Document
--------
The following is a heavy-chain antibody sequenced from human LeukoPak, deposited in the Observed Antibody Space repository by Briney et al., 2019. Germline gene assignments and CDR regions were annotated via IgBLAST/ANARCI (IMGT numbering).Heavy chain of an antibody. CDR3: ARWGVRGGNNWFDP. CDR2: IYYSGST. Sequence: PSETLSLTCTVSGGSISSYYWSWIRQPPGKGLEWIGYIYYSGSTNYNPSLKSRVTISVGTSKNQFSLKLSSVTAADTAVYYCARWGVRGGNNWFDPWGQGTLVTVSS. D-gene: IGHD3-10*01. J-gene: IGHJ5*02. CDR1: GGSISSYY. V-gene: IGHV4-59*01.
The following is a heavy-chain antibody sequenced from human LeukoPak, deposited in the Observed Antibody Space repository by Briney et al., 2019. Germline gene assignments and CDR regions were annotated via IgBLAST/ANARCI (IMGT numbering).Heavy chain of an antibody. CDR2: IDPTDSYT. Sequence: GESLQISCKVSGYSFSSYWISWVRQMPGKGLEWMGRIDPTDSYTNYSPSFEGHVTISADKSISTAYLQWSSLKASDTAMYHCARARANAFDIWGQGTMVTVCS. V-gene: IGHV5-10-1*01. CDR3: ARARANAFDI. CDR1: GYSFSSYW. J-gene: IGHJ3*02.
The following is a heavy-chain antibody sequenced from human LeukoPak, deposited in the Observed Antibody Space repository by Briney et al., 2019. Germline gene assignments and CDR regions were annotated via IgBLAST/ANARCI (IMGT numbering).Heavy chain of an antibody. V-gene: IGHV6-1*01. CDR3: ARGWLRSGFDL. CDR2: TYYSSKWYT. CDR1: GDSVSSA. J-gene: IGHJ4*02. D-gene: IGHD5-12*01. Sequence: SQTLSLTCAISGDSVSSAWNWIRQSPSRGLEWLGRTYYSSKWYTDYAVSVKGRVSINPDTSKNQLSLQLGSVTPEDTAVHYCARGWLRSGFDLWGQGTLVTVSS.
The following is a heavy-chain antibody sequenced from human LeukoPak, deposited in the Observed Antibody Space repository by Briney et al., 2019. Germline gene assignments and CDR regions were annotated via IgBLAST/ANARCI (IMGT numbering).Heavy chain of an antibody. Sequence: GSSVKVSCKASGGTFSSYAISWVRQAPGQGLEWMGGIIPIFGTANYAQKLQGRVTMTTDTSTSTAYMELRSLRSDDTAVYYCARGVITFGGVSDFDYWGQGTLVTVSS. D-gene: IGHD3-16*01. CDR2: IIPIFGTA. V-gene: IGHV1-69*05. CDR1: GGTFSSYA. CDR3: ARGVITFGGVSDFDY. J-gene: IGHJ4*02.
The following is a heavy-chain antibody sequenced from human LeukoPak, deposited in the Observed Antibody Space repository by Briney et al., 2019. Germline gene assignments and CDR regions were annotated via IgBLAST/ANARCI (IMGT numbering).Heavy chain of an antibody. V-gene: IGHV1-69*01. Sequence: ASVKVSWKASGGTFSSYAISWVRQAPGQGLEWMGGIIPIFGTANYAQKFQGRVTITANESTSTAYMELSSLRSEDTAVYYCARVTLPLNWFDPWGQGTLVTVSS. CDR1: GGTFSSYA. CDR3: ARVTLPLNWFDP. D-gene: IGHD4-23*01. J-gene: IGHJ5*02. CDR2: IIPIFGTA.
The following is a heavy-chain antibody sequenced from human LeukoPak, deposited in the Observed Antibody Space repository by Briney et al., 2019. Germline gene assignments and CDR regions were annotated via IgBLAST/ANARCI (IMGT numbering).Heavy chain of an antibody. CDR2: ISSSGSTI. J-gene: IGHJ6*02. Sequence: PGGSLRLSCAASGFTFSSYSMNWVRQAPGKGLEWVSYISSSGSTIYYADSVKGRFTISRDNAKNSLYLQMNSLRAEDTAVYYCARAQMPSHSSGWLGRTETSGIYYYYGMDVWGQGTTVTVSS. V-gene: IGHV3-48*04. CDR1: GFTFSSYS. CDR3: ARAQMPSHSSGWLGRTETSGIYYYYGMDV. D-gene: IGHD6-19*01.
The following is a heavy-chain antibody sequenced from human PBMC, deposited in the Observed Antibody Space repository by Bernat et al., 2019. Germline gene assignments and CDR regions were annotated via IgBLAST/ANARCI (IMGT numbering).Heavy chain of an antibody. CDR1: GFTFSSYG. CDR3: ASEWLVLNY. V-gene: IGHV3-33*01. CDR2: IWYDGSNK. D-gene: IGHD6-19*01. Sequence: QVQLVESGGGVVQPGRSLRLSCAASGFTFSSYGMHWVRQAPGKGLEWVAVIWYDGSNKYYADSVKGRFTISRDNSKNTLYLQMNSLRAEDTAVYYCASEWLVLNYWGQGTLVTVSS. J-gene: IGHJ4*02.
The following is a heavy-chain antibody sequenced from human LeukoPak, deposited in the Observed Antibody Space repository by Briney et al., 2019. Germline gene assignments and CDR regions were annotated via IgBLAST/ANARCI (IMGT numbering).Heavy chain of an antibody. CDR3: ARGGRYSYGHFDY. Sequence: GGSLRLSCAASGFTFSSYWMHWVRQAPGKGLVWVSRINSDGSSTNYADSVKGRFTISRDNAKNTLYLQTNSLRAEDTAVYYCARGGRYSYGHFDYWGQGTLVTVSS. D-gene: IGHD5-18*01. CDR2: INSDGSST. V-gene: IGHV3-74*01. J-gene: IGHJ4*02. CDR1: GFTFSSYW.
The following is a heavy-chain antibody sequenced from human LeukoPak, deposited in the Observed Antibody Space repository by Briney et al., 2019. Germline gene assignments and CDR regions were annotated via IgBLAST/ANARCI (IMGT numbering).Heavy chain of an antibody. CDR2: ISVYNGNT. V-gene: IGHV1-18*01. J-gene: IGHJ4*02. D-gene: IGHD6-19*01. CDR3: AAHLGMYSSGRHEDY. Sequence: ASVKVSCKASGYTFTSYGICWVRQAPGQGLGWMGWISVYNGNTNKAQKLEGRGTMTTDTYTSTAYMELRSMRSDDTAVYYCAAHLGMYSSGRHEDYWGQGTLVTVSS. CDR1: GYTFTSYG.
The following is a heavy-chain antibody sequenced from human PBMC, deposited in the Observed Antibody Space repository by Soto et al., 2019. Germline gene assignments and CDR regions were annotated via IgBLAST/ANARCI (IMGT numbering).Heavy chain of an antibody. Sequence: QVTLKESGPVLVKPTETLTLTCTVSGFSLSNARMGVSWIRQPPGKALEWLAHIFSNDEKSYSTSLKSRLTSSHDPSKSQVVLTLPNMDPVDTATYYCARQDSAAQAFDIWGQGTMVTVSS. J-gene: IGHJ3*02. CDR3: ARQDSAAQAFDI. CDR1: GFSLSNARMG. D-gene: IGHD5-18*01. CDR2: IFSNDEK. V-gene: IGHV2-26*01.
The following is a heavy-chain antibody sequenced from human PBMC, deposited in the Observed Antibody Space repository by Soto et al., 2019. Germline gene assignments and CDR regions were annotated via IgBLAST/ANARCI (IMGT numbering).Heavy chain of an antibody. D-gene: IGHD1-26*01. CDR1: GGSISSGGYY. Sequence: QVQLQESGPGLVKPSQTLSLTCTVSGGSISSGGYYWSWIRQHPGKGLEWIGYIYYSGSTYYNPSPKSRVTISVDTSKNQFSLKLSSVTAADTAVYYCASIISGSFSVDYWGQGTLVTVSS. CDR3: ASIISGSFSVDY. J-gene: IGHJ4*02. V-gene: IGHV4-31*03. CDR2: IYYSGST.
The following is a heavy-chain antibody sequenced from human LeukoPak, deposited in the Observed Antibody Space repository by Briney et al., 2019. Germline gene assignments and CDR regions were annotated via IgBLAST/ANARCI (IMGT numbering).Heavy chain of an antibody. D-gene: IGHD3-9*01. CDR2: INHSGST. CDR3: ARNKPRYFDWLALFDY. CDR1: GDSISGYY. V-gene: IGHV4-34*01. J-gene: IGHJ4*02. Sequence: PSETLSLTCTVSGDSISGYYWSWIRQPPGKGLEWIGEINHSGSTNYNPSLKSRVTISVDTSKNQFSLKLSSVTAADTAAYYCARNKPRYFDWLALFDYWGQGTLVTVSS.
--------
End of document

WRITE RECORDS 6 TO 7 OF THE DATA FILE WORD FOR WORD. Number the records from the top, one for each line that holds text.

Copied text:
The following is a heavy-chain antibody sequenced from human LeukoPak, deposited in the Observed Antibody Space repository by Briney et al., 2019. Germline gene assignments and CDR regions were annotated via IgBLAST/ANARCI (IMGT numbering).Heavy chain of an antibody. CDR2: ISSSGSTI. J-gene: IGHJ6*02. Sequence: PGGSLRLSCAASGFTFSSYSMNWVRQAPGKGLEWVSYISSSGSTIYYADSVKGRFTISRDNAKNSLYLQMNSLRAEDTAVYYCARAQMPSHSSGWLGRTETSGIYYYYGMDVWGQGTTVTVSS. V-gene: IGHV3-48*04. CDR1: GFTFSSYS. CDR3: ARAQMPSHSSGWLGRTETSGIYYYYGMDV. D-gene: IGHD6-19*01.
The following is a heavy-chain antibody sequenced from human PBMC, deposited in the Observed Antibody Space repository by Bernat et al., 2019. Germline gene assignments and CDR regions were annotated via IgBLAST/ANARCI (IMGT numbering).Heavy chain of an antibody. CDR1: GFTFSSYG. CDR3: ASEWLVLNY. V-gene: IGHV3-33*01. CDR2: IWYDGSNK. D-gene: IGHD6-19*01. Sequence: QVQLVESGGGVVQPGRSLRLSCAASGFTFSSYGMHWVRQAPGKGLEWVAVIWYDGSNKYYADSVKGRFTISRDNSKNTLYLQMNSLRAEDTAVYYCASEWLVLNYWGQGTLVTVSS. J-gene: IGHJ4*02.